Business owners and HR managers often struggle with the choice of whether to pay an employee hourly or on salary. Though some business structures make this decision unnecessary due to industry standards or federal regulations, there are still many industries where owners are able to make their own choice. When deciding whether you should pay hourly vs salary, you need to weigh all the benefits of each for both your employees and for you the business owner. But first, you need to understand what the difference between the two and what some of the benefits are.
The Difference Between Exempt vs Non-exempt Employee
If you are relatively new to the world of business ownership or HR, you may be unaware of the differences between an exempt and non-exempt employee and how this relates to hourly vs salary. Here are a few key differences.
Hourly vs Salary
Exempt employees are those who are paid a yearly salary regardless of the number of hours they work. They are referred to as ‘exempt’ because The overtime laws do not apply to them. Though some employers opt to give salaried workers bonuses or other perks for working more than the traditional 40-hour workweek, they are not required to by law.
Non-exempt employees, on the other hand, are paid based on the number of hours they work. Federal regulations require that they are paid at least minimum wage and that if their work week exceeds 40 hours, they must be paid overtime. Overtime rate is determined by state law and is generally 1.5 times the normal rate of pay.
Professional vs Labor
Whether an employee is paid hourly or on salary is often determined by the type of work they do. Those in ‘white collar’ jobs of management, supervisors, and other professional designations are salaried while ‘blue collar’ laborers are paid an hourly rate.
This can often mean that a workforce is made up of a mix of salaried and hourly employees. In a construction business, for example, the HR team and foremen could be on salary while the laborers are paid hourly.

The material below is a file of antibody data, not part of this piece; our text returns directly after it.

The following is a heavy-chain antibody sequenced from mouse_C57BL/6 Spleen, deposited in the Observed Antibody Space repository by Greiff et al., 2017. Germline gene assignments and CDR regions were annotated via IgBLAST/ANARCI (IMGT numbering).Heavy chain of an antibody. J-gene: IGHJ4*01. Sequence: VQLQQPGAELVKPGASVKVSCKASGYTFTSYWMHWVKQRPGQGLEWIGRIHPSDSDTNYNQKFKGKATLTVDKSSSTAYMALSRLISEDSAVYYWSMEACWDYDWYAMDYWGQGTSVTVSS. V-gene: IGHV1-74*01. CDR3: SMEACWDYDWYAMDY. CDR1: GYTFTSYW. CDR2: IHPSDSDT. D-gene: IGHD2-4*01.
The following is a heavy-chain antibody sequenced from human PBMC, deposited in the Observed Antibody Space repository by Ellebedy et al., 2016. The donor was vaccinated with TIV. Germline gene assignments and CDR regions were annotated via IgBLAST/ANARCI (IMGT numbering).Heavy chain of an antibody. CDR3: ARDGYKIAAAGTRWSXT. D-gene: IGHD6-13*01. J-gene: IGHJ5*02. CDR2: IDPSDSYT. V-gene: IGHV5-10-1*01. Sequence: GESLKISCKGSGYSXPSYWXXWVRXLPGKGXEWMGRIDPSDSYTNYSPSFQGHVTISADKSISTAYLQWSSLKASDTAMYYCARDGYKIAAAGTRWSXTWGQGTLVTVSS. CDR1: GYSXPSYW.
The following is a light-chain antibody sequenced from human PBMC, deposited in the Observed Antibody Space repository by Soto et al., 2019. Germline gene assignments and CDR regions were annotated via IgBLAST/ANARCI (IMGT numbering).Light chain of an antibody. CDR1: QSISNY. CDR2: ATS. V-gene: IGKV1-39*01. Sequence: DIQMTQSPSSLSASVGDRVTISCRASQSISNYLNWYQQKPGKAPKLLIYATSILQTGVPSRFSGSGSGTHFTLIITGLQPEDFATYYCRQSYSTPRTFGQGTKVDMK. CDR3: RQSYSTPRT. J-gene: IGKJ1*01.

Benefits of Salary vs Hourly
Sometimes, the business owners have no choice whether they pay hourly or salary. However, if you do have a choice, you should be aware of the benefits and drawbacks of each system. Below are the benefits of having salaried vs hourly employees.
Timekeeping is Easier
Calculating salary vs hourly pay is relatively cut and dried. For hourly employees, you simply multiply the number of hours worked by the hourly rate of pay to find out their yearly wage. Add in any overtime hours worked. This can be compared to what you would pay the same employee on salary.
If you want to see what a salaried employee would look like if he or she was hourly, base calculations on the typical 2080-hour work year. Divide this by their salary to get an accurate hourly rate.
Though you need to track employee hours for both types of workers, hourly employees are the only ones you need to analyze regularly for payroll purposes. Unless you are providing extra perks for salaried employees who work more than 40 hours, you generally only need their information for record-keeping purposes.
Engagement is Stronger
Though there are some reasons an employee or employer would choose hourly overly salaried work, most long-term careers fall into the salaried category.
Why? Engagement tends to be stronger in those who are salaried because they see their position as more of a career. Hourly work tends to be temporary or occurs during the ‘stepping stone’ years. When an employee is salaried, you can provide them with more benefits and incentives to stay. They work longer hours not to qualify for overtime pay, but to finish a project and strengthen the company.
Budgets Are Easier to Set
Payroll accounts for a huge chunk of your monthly and yearly budgets. With salaried workers, you know exactly how much to budget for as they get paid the same every pay period. This only changes if you are giving bonuses or extra pay for overtime.
It can be difficult to pinpoint a budget for hourly workers, especially if they are consistently working overtime that you did not anticipate. You may need to put more policies in place for hourly workers to limit overtime hours and better track their schedules.
The benefits of salary vs hourly pay for your employees is an important topic to consider. It may affect your bottom line as well as employee morale and the ultimate success of your business. If you’re in a position where you can choose whether an employee is salary or hourly, make sure you take into consideration the above points. The right choice will always be the one that has the most benefits for the employee as well as your business.